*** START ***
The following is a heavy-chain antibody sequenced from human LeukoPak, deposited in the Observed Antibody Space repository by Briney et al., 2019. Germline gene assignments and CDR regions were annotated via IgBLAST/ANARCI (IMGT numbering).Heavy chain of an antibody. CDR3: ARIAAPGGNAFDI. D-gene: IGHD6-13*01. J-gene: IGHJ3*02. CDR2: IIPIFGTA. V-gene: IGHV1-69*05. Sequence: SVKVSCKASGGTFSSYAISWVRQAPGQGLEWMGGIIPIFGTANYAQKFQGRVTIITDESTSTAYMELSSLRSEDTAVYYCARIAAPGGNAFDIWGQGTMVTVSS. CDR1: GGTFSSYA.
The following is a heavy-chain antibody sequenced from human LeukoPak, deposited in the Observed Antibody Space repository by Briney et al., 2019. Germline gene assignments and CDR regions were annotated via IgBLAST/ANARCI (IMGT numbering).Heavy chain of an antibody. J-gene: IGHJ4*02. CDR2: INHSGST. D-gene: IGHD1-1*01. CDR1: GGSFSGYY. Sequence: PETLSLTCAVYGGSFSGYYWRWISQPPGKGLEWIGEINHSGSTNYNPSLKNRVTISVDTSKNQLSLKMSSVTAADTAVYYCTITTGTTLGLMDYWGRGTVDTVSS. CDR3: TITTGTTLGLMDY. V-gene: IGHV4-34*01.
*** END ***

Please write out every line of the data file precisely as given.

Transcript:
The following is a heavy-chain antibody sequenced from human LeukoPak, deposited in the Observed Antibody Space repository by Briney et al., 2019. Germline gene assignments and CDR regions were annotated via IgBLAST/ANARCI (IMGT numbering).Heavy chain of an antibody. CDR3: ARIAAPGGNAFDI. D-gene: IGHD6-13*01. J-gene: IGHJ3*02. CDR2: IIPIFGTA. V-gene: IGHV1-69*05. Sequence: SVKVSCKASGGTFSSYAISWVRQAPGQGLEWMGGIIPIFGTANYAQKFQGRVTIITDESTSTAYMELSSLRSEDTAVYYCARIAAPGGNAFDIWGQGTMVTVSS. CDR1: GGTFSSYA.
The following is a heavy-chain antibody sequenced from human LeukoPak, deposited in the Observed Antibody Space repository by Briney et al., 2019. Germline gene assignments and CDR regions were annotated via IgBLAST/ANARCI (IMGT numbering).Heavy chain of an antibody. J-gene: IGHJ4*02. CDR2: INHSGST. D-gene: IGHD1-1*01. CDR1: GGSFSGYY. Sequence: PETLSLTCAVYGGSFSGYYWRWISQPPGKGLEWIGEINHSGSTNYNPSLKNRVTISVDTSKNQLSLKMSSVTAADTAVYYCTITTGTTLGLMDYWGRGTVDTVSS. CDR3: TITTGTTLGLMDY. V-gene: IGHV4-34*01.